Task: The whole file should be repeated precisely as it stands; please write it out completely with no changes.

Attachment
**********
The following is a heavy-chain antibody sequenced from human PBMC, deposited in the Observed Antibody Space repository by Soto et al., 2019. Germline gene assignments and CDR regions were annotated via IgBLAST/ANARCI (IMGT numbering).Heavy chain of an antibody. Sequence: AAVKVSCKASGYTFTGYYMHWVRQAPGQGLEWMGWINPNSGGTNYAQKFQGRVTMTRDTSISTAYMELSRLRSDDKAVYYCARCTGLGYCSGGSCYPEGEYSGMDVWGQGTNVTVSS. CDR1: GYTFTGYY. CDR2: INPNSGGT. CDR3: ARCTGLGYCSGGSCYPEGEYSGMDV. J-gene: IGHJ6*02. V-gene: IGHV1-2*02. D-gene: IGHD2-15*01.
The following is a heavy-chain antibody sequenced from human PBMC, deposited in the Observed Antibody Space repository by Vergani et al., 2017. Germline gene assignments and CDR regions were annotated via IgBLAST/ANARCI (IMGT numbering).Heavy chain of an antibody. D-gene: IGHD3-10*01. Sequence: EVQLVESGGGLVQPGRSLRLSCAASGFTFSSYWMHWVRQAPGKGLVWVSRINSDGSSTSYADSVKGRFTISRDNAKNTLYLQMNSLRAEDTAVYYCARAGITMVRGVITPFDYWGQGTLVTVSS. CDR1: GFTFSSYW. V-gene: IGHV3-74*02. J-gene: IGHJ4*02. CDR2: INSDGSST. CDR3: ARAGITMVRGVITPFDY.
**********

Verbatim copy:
The following is a heavy-chain antibody sequenced from human PBMC, deposited in the Observed Antibody Space repository by Soto et al., 2019. Germline gene assignments and CDR regions were annotated via IgBLAST/ANARCI (IMGT numbering).Heavy chain of an antibody. Sequence: AAVKVSCKASGYTFTGYYMHWVRQAPGQGLEWMGWINPNSGGTNYAQKFQGRVTMTRDTSISTAYMELSRLRSDDKAVYYCARCTGLGYCSGGSCYPEGEYSGMDVWGQGTNVTVSS. CDR1: GYTFTGYY. CDR2: INPNSGGT. CDR3: ARCTGLGYCSGGSCYPEGEYSGMDV. J-gene: IGHJ6*02. V-gene: IGHV1-2*02. D-gene: IGHD2-15*01.
The following is a heavy-chain antibody sequenced from human PBMC, deposited in the Observed Antibody Space repository by Vergani et al., 2017. Germline gene assignments and CDR regions were annotated via IgBLAST/ANARCI (IMGT numbering).Heavy chain of an antibody. D-gene: IGHD3-10*01. Sequence: EVQLVESGGGLVQPGRSLRLSCAASGFTFSSYWMHWVRQAPGKGLVWVSRINSDGSSTSYADSVKGRFTISRDNAKNTLYLQMNSLRAEDTAVYYCARAGITMVRGVITPFDYWGQGTLVTVSS. CDR1: GFTFSSYW. V-gene: IGHV3-74*02. J-gene: IGHJ4*02. CDR2: INSDGSST. CDR3: ARAGITMVRGVITPFDY.